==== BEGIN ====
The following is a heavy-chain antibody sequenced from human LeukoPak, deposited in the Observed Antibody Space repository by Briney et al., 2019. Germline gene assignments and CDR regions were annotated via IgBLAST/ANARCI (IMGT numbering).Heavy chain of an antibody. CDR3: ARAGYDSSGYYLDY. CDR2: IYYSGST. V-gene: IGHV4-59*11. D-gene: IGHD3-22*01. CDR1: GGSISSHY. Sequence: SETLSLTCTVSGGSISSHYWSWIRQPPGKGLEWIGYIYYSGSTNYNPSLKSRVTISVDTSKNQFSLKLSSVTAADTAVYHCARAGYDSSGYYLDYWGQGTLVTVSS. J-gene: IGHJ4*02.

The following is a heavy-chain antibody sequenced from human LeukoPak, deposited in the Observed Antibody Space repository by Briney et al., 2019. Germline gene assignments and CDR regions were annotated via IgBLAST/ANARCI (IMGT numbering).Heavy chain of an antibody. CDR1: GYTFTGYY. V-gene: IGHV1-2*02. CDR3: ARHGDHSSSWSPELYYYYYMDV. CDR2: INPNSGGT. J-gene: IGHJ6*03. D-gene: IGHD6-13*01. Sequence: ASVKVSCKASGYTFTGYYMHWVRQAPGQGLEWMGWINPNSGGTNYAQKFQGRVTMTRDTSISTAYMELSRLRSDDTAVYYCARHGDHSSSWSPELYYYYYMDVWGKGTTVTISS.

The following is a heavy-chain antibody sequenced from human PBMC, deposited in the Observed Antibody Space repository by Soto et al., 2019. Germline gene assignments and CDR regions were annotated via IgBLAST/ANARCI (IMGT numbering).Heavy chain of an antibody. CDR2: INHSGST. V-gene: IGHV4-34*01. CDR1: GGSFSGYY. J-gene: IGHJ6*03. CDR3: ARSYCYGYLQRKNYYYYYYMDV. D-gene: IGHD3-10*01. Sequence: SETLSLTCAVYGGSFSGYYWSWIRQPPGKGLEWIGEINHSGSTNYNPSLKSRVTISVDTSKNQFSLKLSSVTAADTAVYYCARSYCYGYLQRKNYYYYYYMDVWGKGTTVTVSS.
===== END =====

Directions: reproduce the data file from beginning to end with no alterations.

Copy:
The following is a heavy-chain antibody sequenced from human LeukoPak, deposited in the Observed Antibody Space repository by Briney et al., 2019. Germline gene assignments and CDR regions were annotated via IgBLAST/ANARCI (IMGT numbering).Heavy chain of an antibody. CDR3: ARAGYDSSGYYLDY. CDR2: IYYSGST. V-gene: IGHV4-59*11. D-gene: IGHD3-22*01. CDR1: GGSISSHY. Sequence: SETLSLTCTVSGGSISSHYWSWIRQPPGKGLEWIGYIYYSGSTNYNPSLKSRVTISVDTSKNQFSLKLSSVTAADTAVYHCARAGYDSSGYYLDYWGQGTLVTVSS. J-gene: IGHJ4*02.

The following is a heavy-chain antibody sequenced from human LeukoPak, deposited in the Observed Antibody Space repository by Briney et al., 2019. Germline gene assignments and CDR regions were annotated via IgBLAST/ANARCI (IMGT numbering).Heavy chain of an antibody. CDR1: GYTFTGYY. V-gene: IGHV1-2*02. CDR3: ARHGDHSSSWSPELYYYYYMDV. CDR2: INPNSGGT. J-gene: IGHJ6*03. D-gene: IGHD6-13*01. Sequence: ASVKVSCKASGYTFTGYYMHWVRQAPGQGLEWMGWINPNSGGTNYAQKFQGRVTMTRDTSISTAYMELSRLRSDDTAVYYCARHGDHSSSWSPELYYYYYMDVWGKGTTVTISS.

The following is a heavy-chain antibody sequenced from human PBMC, deposited in the Observed Antibody Space repository by Soto et al., 2019. Germline gene assignments and CDR regions were annotated via IgBLAST/ANARCI (IMGT numbering).Heavy chain of an antibody. CDR2: INHSGST. V-gene: IGHV4-34*01. CDR1: GGSFSGYY. J-gene: IGHJ6*03. CDR3: ARSYCYGYLQRKNYYYYYYMDV. D-gene: IGHD3-10*01. Sequence: SETLSLTCAVYGGSFSGYYWSWIRQPPGKGLEWIGEINHSGSTNYNPSLKSRVTISVDTSKNQFSLKLSSVTAADTAVYYCARSYCYGYLQRKNYYYYYYMDVWGKGTTVTVSS.